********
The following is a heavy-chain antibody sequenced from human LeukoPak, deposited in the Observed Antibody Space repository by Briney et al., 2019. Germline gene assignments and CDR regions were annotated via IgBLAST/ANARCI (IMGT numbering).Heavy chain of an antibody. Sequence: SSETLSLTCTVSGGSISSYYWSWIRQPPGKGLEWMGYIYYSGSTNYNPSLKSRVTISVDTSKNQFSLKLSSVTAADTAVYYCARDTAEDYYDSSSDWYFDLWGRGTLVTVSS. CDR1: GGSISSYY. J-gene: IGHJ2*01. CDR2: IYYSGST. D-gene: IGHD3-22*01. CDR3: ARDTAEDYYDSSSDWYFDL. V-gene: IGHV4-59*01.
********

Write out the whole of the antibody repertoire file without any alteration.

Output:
The following is a heavy-chain antibody sequenced from human LeukoPak, deposited in the Observed Antibody Space repository by Briney et al., 2019. Germline gene assignments and CDR regions were annotated via IgBLAST/ANARCI (IMGT numbering).Heavy chain of an antibody. Sequence: SSETLSLTCTVSGGSISSYYWSWIRQPPGKGLEWMGYIYYSGSTNYNPSLKSRVTISVDTSKNQFSLKLSSVTAADTAVYYCARDTAEDYYDSSSDWYFDLWGRGTLVTVSS. CDR1: GGSISSYY. J-gene: IGHJ2*01. CDR2: IYYSGST. D-gene: IGHD3-22*01. CDR3: ARDTAEDYYDSSSDWYFDL. V-gene: IGHV4-59*01.